Nr. 3 from the most famous ambient series, now reissued. Laraaji’s glistening album “Ambient 3: Day of Radiance” has from the beginning been considered an outlier. Though widely celebrated at the time of its release in 1980 -- as the third installment of Brian Eno’s emerging ambient music series (Ambient 1-4) -- the album also brought with it an aura of mystification. Where did it fit in? An uncharted synthesis of resonating zither textures, interlocking, hammered rhythms and 3-D sound treatments (courtesy of Eno) “Day of Radiance” seemed to push open many doors at once, ambient music being only one of them.
Laraaji music was always increasingly influenced by both his studies of Eastern spiritualism and the presence of Eastern musical motifs in the Jazz and rock music of the time. When he entered a pawnshop in the early 70’s, hoping to hock his guitar, he instead listened to an “inner guidance” and traded it for an autoharp, an instrument that he later adapted into a zither (by removing the chord bars) and electrified by using the speaker on a portable reel-to-reel tape recorder. This spontaneous decision brought on a fortuitous shift in Laraaji’s musical direction and led to his chance encounter with Eno several years later.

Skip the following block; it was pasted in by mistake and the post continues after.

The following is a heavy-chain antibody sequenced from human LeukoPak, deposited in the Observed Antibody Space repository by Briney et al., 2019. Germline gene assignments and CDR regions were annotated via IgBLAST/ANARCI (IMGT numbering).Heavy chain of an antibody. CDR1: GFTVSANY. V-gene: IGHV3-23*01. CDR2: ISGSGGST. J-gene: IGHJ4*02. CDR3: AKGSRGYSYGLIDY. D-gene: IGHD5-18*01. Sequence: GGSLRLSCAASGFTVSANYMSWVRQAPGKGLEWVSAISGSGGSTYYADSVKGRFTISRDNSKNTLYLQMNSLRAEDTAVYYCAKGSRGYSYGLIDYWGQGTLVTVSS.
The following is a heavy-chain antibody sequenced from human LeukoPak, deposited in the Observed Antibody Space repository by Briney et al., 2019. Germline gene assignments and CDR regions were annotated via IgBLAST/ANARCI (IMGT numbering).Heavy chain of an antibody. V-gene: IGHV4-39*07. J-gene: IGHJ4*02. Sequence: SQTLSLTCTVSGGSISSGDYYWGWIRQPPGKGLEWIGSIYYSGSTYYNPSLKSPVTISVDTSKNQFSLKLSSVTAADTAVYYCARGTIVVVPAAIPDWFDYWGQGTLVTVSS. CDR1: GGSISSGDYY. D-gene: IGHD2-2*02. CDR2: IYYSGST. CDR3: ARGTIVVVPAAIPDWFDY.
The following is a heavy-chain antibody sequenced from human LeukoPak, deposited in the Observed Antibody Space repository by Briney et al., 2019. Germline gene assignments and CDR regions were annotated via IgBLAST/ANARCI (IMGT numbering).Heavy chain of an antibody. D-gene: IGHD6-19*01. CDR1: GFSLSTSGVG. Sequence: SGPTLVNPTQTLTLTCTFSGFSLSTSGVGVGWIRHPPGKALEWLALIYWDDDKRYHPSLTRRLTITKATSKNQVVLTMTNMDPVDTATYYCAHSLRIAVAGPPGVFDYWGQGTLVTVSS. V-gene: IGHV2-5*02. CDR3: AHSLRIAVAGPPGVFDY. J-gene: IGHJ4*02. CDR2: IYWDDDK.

The appearance of “Day of Radiance” as part of Eno’s landmark ambient series massively elevated Laraaji’s musical profile. In the years following, while he maintained contact (both personal and musical) with Brian Eno, he delved deeper into projects that fused the ethereal qualities of his music with spiritual studies and teachings.
Laraaji has experienced a resurgence in recent years, following a renewed interest in outsider new-age music (he appears on last year's “I Am The Center” compilation on Light In The Attic) and a career spanning compilation (“Celestial Music 1978 – 2011”) and reissue project dedicated to his work by Eno’s All Saints label. Laraaji also continues to interface with other of musicians who have found inspiration in his work: Bill Laswell, S